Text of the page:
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Converting ANSI to Unicode and back

, 19 May 2011 CPOL
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I found another option using the code_cvt facet. This code is a "bit" more complex but will also work with MBCSs such as codepage 932 (Japanese). I have tested it with some central european and japanese characters on VS2008:#include #include #include...
I found another option using the code_cvt facet. This code is a "bit" more complex but will also work with MBCSs such as codepage 932 (Japanese). I have tested it with some central european and japanese characters on VS2008:
 
#include <sstream>
#include <locale>
#include <string>

template<size_t buf_size = 100>
class cp_converter {
    const std::locale loc;
public:
    cp_converter(const std::locale& loc) :
        loc(loc)
    {
    }
    std::wstring widen(const std::string& in) {
        return convert<char, wchar_t>(in);
    }
    std::string narrow(const std::wstring& in) {
        return convert<wchar_t, char>(in);
    }
private:
    typedef std::codecvt<wchar_t, char, mbstate_t> codecvt_facet;
 
    // widen
    inline codecvt_facet::result cv(
        const codecvt_facet& facet,
        mbstate_t& s,
        const char* f1, const char* l1, const char*& n1,
        wchar_t* f2, wchar_t* l2, wchar_t*& n2) const
    {
        return facet.in(s, f1, l1, n1, f2, l2, n2);
    }
 
    // narrow
    inline codecvt_facet::result cv(
        const codecvt_facet& facet,
        mbstate_t& s,
        const wchar_t* f1, const wchar_t* l1, const wchar_t*& n1,
        char* f2, char* l2, char*& n2) const
    {
        return facet.out(s, f1, l1, n1, f2, l2, n2);
    }
    template<class ct_in, class ct_out>
    std::basic_string<ct_out> convert(const std::basic_string<ct_in>& in)
    {
        using namespace std;
        const codecvt_facet& facet = use_facet<codecvt_facet>(loc);
        basic_stringstream<ct_out> os;
        ct_out buf[buf_size];
        mbstate_t state = {0};
        codecvt_facet::result result;
        const ct_in* ipc = &in[0];
        do {
            ct_out* opc = 0;
            result = cv(facet, state,
                ipc, &in[0] + in.size(), ipc,
                buf, buf + buf_size, opc);
            os << basic_string<ct_out>(buf, opc - buf);
        } while ((ipc < &in[0] + in.size()) && (result != codecvt_facet::error));
        if (codecvt_facet::ok != result) throw std::exception("result is not ok!");
        return os.str();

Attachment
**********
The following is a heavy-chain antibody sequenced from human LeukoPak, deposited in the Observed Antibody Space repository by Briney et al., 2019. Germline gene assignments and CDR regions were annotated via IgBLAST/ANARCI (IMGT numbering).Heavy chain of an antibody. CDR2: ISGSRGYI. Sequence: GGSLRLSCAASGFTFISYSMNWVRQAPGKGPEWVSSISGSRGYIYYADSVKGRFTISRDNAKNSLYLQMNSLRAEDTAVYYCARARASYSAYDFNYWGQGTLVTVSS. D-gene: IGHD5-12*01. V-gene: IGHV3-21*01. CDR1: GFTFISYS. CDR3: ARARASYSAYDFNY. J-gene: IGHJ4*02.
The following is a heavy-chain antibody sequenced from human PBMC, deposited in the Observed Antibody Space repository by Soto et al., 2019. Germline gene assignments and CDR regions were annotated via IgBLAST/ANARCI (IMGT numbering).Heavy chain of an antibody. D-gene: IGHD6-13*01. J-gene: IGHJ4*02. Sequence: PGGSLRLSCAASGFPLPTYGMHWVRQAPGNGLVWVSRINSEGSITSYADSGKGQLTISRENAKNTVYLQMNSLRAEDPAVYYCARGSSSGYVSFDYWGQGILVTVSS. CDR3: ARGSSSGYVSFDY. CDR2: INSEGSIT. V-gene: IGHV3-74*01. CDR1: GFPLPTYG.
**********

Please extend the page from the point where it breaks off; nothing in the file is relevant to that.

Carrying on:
}
};
 
In order to use the class template, create an object from it with the locale you want to use. The widen(...) member will the convert text from the selected locale/code page to std::wstring. The narrow(...) will convert wide characters to a std::string in the selected locale/code page.
cp_converter<> conv_polish(std::locale("Polish"));
 
// test LATIN SMALL LETTER D WITH STROKE
assert(conv_polish.widen("\xF0") == L"\x0111");
 
// When a wide character is converted to a code page where it is not represented, 
// it is not possible to control the outcome manually
cp_converter<> conv_english(std::locale("English"));
// VC++ 2008 will return LATIN SMALL LETTER D wich is close match.
assert(conv_english.narrow(L"\x0111") == "\x64");
 
Important: Setting buf_size to odd values (e.g. 99) may result in buffer overflows in buf. It seems that VC++ 2008 disregards the value of l2 in facet.out(...) if a wchar_t is expanded to more than one char and this happens to be at the last byte of the buffer. As mcbs windows code pages are limited (that is just a guess, correct me if i'm wrong) to 1 or 2 bytes for each character, it should be safe to set buf_size to any even number.
 
Important II: The C++ standard does not state what the native encoding should be - neither for char nor for wchar_t. It just happens to be ANSI and UTF-16 in VC++ on Windows. Other C++ compilers may be standard compliant but using other encodings. Then this tip would still convert encodings but the result won't be as expected.

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This article, along with any associated source code and files, is licensed under The Code Project Open License (CPOL)

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Doc Lobster
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